As a kid, I was dying to have Christmas. Yes, Hanukkah is eight nights of candles and presents, but when you grow up in the US (or any country that has months-long foreplay building up to the Christmas day orgasm), you can’t help but be drawn into the desire for a tree to decorate and stockings to hang from the mantel. My parents let me do stockings once or twice, and I gave gifts to the family one Christmas Eve when my brother and sister were back from college.
I remember my sister sneering a bit at even that small Christmas celebration – she was in her somewhat militant Jewish phase, just before she went to spend her junior year of college in Israel. (Which is how she knew what sufganiyot were years before I did.) The same sister, who, after having kids with her husband, who is Catholic (all Reform Jews end up marrying Catholics – it’s true, look it up), celebrated Christmas for them. She won’t put lights on their house because that would make the neighbors think they celebrate Christmas, even though THEY DO CELEBRATE CHRISTMAS!!1one!
But back to me, because this post is about me. 😛 I held a very successful Hanukkah party for our Harry Potter group several years ago, “Hanukkah at the Goldsteins”. Because there is a character in the HP books, who, if you’re not Jewish, you may have never really taken notice of. Anthony Goldstein is a Ravenclaw (it’s true, look it up), and JK Rowling never explicitly said he was Jewish, but I took reader’s license and made him so. For the party, we had latkes, played a version of dreidel that involved HP trivia, and lit menorahs and exchanged gifts every 20 minutes or so in order to get through all eight nights in one.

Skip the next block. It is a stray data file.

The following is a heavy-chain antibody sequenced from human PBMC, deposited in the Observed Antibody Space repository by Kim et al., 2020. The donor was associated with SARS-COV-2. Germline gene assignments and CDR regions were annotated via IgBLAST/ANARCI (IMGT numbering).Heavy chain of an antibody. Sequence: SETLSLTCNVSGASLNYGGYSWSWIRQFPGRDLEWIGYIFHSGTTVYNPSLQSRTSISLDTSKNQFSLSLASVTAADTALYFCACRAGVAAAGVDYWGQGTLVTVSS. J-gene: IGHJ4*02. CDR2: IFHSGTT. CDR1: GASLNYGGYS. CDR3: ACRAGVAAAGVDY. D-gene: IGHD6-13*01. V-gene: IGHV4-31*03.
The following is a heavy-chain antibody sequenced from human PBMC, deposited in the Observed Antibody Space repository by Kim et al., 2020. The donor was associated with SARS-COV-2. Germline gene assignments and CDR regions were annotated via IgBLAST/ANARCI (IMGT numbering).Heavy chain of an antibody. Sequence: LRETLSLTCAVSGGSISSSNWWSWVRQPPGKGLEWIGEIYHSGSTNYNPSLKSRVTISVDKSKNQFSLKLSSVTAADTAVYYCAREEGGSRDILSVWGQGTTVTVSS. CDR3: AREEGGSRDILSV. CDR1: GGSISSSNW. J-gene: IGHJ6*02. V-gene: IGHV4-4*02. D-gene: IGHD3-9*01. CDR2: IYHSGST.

It’s no coincidence that Hanukkah and Christmas and Kwanzaa all involve lighting candles. At the time of the year with the longest nights, candles and family and food make everyone a little happier. We need the warmth and light. So whichever holiday(s) you celebrate, I hope it’s/they’re happy, and if you don’t celebrate anything, I wish you warmth and light during the coming months. (Unless you live in the Southern Hemisphere because you’re heading into summer so you’ll have all the light and warmth you want. It’s true, look it up.)
The Long Bean has prepared a special musical challenge for today. In order to play, you’ll need to email a list of the 20 artists and titles included in the clip. Send answers to:
You have until midnight UTC tomorrow, December 17th. (UTC is five hours faster than EST, the typical Ana event time zone. That means you have until 8 PM EST tomorrow night to send your answer.)
- Day 1: Welcome and Introductions
- Day 2: Giving Tuesday
- Day 3: 2nd Annual Holiday Recipe Exchange
- Day 4: Hating the Elf on the Shelf
- Day 5: Blue Christmas
- Day 6: St. Knickerless Day
- Day 7: Beyond Fairytales
- Day 8: Beginner’s Guide to Lesfic
- Day 9: Holiday Carol Sing-a-long
- Day 10: Creating Something Good, Part 1
- Day 11: Healing and Emotional Responsibility
- Day 12: Creating Something Good, Part 2
- Day 13: 3rd Annual White Elephant Gift Exchange
- Day 14: Creating Something Good, Part 3
- Day 15: Holiday Memories